Raman spectroscopic analysis of skin as a diagnostic tool for Human African Trypanosomiasis

Girard, A. et al. (2021) Raman spectroscopic analysis of skin as a diagnostic tool for Human African Trypanosomiasis. PLoS Pathogens, 17(11), e1010060. (doi: 10.1371/journal.ppat.1010060) (PMID:34780575) (PMCID:PMC8629383)

[img] Text
259705.pdf - Published Version
Available under License Creative Commons Attribution.

2MB

Abstract

Human African Trypanosomiasis (HAT) has been responsible for several deadly epidemics throughout the 20th century, but a renewed commitment to disease control has significantly reduced new cases and motivated a target for the elimination of Trypanosoma brucei gambiense-HAT by 2030. However, the recent identification of latent human infections, and the detection of trypanosomes in extravascular tissues hidden from current diagnostic tools, such as the skin, has added new complexity to identifying infected individuals. New and improved diagnostic tests to detect Trypanosoma brucei infection by interrogating the skin are therefore needed. Recent advances have improved the cost, sensitivity and portability of Raman spectroscopy technology for non-invasive medical diagnostics, making it an attractive tool for gambiense-HAT detection. The aim of this work was to assess and develop a new non-invasive diagnostic method for T. brucei through Raman spectroscopy of the skin. Infections were performed in an established murine disease model using the animal-infective Trypanosoma brucei brucei subspecies. The skin of infected and matched control mice was scrutinized ex vivo using a confocal Raman microscope with 532 nm excitation and in situ at 785 nm excitation with a portable field-compatible instrument. Spectral evaluation and Principal Component Analysis confirmed discrimination of T. brucei-infected from uninfected tissue, and a characterisation of biochemical changes in lipids and proteins in parasite-infected skin indicated by prominent Raman peak intensities was performed. This study is the first to demonstrate the application of Raman spectroscopy for the detection of T. brucei by targeting the skin of the host. The technique has significant potential to discriminate between infected and non-infected tissue and could represent a unique, non-invasive diagnostic tool in the goal for elimination of gambiense-HAT as well as for Animal African Trypanosomiasis (AAT).

Item Type:Articles
Status:Published
Refereed:Yes
Glasgow Author(s) Enlighten ID:Quintana, Dr Juan and Asiala, Dr Steven and MacLeod, Professor Annette and Capewell, Dr Paul and Bradley, Mrs Barbara and Gibbins, Dr Matt and Cooper, Dr Anneli and Hentzschel, Dr Franziska and Graham, Professor Duncan and Girard, Dr Alexandre and Garside, Professor Paul and Clucas, Dr Caroline and Marchesi, Dr Francesco and Marti, Professor Matthias
Creator Roles:
Girard, A.Formal analysis, Investigation, Methodology, Writing – original draft, Writing – review and editing
Cooper, A.Investigation, Methodology, Supervision, Writing – original draft, Writing – review and editing
Bradley, B.Investigation, Methodology, Writing – review and editing
Asiala, S.Supervision, Validation, Writing – review and editing
Clucas, C.Investigation, Methodology, Writing – review and editing
Capewell, P.Investigation, Methodology, Writing – original draft, Writing – review and editing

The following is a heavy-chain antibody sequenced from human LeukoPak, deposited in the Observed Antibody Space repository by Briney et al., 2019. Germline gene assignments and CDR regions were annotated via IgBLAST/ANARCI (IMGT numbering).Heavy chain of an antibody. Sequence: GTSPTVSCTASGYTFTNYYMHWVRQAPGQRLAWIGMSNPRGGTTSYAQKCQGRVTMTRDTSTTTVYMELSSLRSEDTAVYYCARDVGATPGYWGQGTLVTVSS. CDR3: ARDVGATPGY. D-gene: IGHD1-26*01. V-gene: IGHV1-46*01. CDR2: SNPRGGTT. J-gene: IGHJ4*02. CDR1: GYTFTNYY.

Marchesi, F.Formal analysis, Investigation, Writing – review and editing
Gibbins, M. P.Investigation, Resources, Writing – review and editing
Hentzschel, F.Investigation, Writing – review and editing
Marti, M.Resources, Writing – review and editing
Quintana, J. F.Formal analysis, Validation, Writing – review and editing
Garside, P.Conceptualization, Methodology, Writing – review and editing
MacLeod, A.Conceptualization, Funding acquisition, Resources, Supervision, Writing – original draft, Writing – review and editing
Graham, D.Conceptualization, Funding acquisition, Resources, Supervision, Writing – original draft, Writing – review and editing
Authors: Girard, A., Cooper, A., Mabbott, S., Bradley, B., Asiala, S., Jamieson, L., Clucas, C., Capewell, P., Marchesi, F., Gibbins, M. P., Hentzschel, F., Marti, M., Quintana, J. F., Garside, P., Faulds, K., MacLeod, A., and Graham, D.
College/School:College of Medical Veterinary and Life Sciences > Institute of Biodiversity Animal Health and Comparative Medicine
College of Medical Veterinary and Life Sciences > Institute of Infection Immunity and Inflammation
College of Medical Veterinary and Life Sciences > School of Veterinary Medicine
College of Science and Engineering > School of Chemistry
Journal Name:PLoS Pathogens
Publisher:Public Library of Science
ISSN:1553-7366
ISSN (Online):1553-7374
Published Online:15 November 2021
Copyright Holders:Copyright © 2021 Girard et al.
First Published:First published in PLoS Pathogens 17(11): e1010060
Publisher Policy:Reproduced under a Creative Commons License
Data DOI:10.15129/73010fd1-4bed-4224-9c01-ca62fae149d8

University Staff: Request a correction | Enlighten Editors: Update this record

Project CodeAward NoProject NamePrincipal InvestigatorFunder's NameFunder RefLead Dept
301099The skin as a reservoir for trypanosomes: the key to transmission and disease pathologyAnnette MacLeodWellcome Trust (WELLCOTR)209511/Z/17/ZInstitute of Biodiversity, Animal Health and Comparative Medicine
310358Molecular basis of pathogen-induced disruption of host circadian rhythmsJuan QuintanaWellcome Trust (WELLCOTR)221640/Z/20/ZMVLS - Polyomics Facility